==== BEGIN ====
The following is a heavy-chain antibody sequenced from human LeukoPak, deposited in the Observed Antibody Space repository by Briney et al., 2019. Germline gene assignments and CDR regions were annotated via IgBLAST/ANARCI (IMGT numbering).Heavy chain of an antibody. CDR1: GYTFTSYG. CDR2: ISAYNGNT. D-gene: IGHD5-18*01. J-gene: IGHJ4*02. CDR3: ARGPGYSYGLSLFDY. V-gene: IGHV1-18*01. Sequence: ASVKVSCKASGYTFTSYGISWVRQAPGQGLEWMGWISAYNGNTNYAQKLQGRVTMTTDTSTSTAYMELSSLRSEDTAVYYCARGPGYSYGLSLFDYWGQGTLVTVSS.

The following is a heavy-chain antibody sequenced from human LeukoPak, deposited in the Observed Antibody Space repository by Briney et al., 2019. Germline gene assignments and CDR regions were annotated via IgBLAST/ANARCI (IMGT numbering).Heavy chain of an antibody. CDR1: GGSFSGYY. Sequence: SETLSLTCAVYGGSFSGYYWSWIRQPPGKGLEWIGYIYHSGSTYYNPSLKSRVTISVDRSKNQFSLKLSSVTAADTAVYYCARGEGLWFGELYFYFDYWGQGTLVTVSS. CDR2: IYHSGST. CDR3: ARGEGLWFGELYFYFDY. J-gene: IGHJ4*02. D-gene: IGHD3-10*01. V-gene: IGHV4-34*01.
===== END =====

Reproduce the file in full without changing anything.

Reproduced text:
The following is a heavy-chain antibody sequenced from human LeukoPak, deposited in the Observed Antibody Space repository by Briney et al., 2019. Germline gene assignments and CDR regions were annotated via IgBLAST/ANARCI (IMGT numbering).Heavy chain of an antibody. CDR1: GYTFTSYG. CDR2: ISAYNGNT. D-gene: IGHD5-18*01. J-gene: IGHJ4*02. CDR3: ARGPGYSYGLSLFDY. V-gene: IGHV1-18*01. Sequence: ASVKVSCKASGYTFTSYGISWVRQAPGQGLEWMGWISAYNGNTNYAQKLQGRVTMTTDTSTSTAYMELSSLRSEDTAVYYCARGPGYSYGLSLFDYWGQGTLVTVSS.

The following is a heavy-chain antibody sequenced from human LeukoPak, deposited in the Observed Antibody Space repository by Briney et al., 2019. Germline gene assignments and CDR regions were annotated via IgBLAST/ANARCI (IMGT numbering).Heavy chain of an antibody. CDR1: GGSFSGYY. Sequence: SETLSLTCAVYGGSFSGYYWSWIRQPPGKGLEWIGYIYHSGSTYYNPSLKSRVTISVDRSKNQFSLKLSSVTAADTAVYYCARGEGLWFGELYFYFDYWGQGTLVTVSS. CDR2: IYHSGST. CDR3: ARGEGLWFGELYFYFDY. J-gene: IGHJ4*02. D-gene: IGHD3-10*01. V-gene: IGHV4-34*01.